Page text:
Although we are cautioned, "And be careful not to brand him as an alcoholic. Let him draw his own conclusion," the book does not tell us that no one can tell another that he is an alcoholic. It cautions us that WE ought not "brand" him as alcoholic, but goes on, still on page 92, to say, "If his own doctor is willing to tell him that he is alcoholic, so much the better." Again, on pages 31 and 32, the book tells us:
"We do not like to pronounce any individual as alcoholic, but you can quickly diagnose yourself. Step over to the nearest barroom and try some controlled drinking. Try to drink and stop abruptly. Try it more than once. It will not take long for you to decide, if you are honest with yourself about it. It may be worth a bad case of jitters if you get a full knowledge of your condition."
How often do we hear that advice being given to newcomers these days? No, our collective approach seems to have become a plea not to descend any further into the "pit" of alcoholism. Don't drink, don't try controlled drinking. Don't find out whether you are an alcoholic. Join us because someone may have thought that you might have a problem with some kind of stuff or activity that could possibly be bad for you.
That's quite a stretch from "thousands of men and women who were once just as hope less as Bill," isn't it? Soft-pedalling Step One hurts A.A. and misinforms the addict about A.A. and drugs.
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The pamphlet, "The A.A. Group," p. 22
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Watering down of A.A. is not just an American phenomenon
The watering down of A.A. is not just an American phenomenon,
either. Below is part of a letter from an A.A. in Spain. He
is a member of an English-speaking group there, and so the group is even
more important to him than to most of us, who have the luxury of finding
a good many English- speaking meetings.
"... It is my belief that the book gets 'shelved' basically for three reasons.
"Number one, no one wants to be bothered reading it. Your can't simply flick through it. Sure, it's simply written and the language can be understood by everyone regardless of how much gray matter they possess. However, the ten dency today is to watch TV, films and so on, more visual stuff and the act of reading is kind of lost. ...
"The second reason is the God bit. The general complaint about the book is that it talks too much about God or the other guy, the Higher Power, who it turns out is like God's distant cousin. Again you get the looks when you mention this is a spiritual programme.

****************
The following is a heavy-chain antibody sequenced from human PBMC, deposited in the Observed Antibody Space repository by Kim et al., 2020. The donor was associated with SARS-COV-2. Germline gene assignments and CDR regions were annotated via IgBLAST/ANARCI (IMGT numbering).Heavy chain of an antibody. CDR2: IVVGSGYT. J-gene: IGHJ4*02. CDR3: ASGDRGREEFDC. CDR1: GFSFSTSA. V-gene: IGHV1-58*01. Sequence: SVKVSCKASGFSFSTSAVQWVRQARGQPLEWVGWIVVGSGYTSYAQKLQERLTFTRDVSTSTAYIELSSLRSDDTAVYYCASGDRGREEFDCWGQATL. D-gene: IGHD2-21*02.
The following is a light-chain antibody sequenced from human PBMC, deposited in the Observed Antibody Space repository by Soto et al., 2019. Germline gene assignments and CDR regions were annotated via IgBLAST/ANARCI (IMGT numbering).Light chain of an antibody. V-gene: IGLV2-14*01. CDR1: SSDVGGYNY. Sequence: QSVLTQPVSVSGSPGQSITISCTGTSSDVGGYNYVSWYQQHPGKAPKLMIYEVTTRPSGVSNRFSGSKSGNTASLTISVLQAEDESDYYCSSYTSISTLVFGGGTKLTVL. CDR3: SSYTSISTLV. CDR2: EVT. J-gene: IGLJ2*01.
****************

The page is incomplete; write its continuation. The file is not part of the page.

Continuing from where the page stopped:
"The third reason is simple. A lot of those who are sponsors haven't read the book and so the new people get the same stuff and so a new generation of sponsors is born, half measures. By the time the dust settles you end up with experts and you don't need a book if you have an 'expert' sitting beside you. Oh sure, you can have a bit of humility thrown in: 'I'm not God and I don't know everything' and so on. But if I had had to wait for my first sponsor to get me started on the steps I'd still be waiting after eight years; he never once mentioned the book.
"So, as you know, you end up with this kind of watered down version of A.A. sobriety which causes a lot of trouble, especially if you fall out with your pals in the group. Then you really are on the outside looking in, because the groups are then fairly tight-knight, all gathered around a leader so you really need to go elsewhere."
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Bring A.A. back into focus
Reading through the alt.recovery.aa newsgroup on the internet, I came across the following set of observations, slightly modified here:
"The tremendous fact for every one of us is that we have discovered
a common solution. We have a way out on which we can absolutely agree,
and upon which we can join in brotherly and harmonious action."
[Big Book p. 17]
Thank God there are positive workshops, conventions et al that are 'trying' to bring A.A. back into focus. Back to basics. Maybe if there continues to be enough of these kinds of sharing we may, once again, have a "common solution." In my opinion, the way it stands now, in most of A.A., and, needless to say, on this newsgroup, we have become a debating society... We debate the principles of Alcoholics Anonymous... We seem to have this obsession to re-invent the wheel. To throw away A.A.'s recovery program and Traditions so as to redefine A.A. in terms of self-knowledge and being all things to all people... We debate singleness of purpose; spiritual awakenings as opposed to medication awareness; pain as the touchstone to spiritual growth vs feel good and plenty of hugs...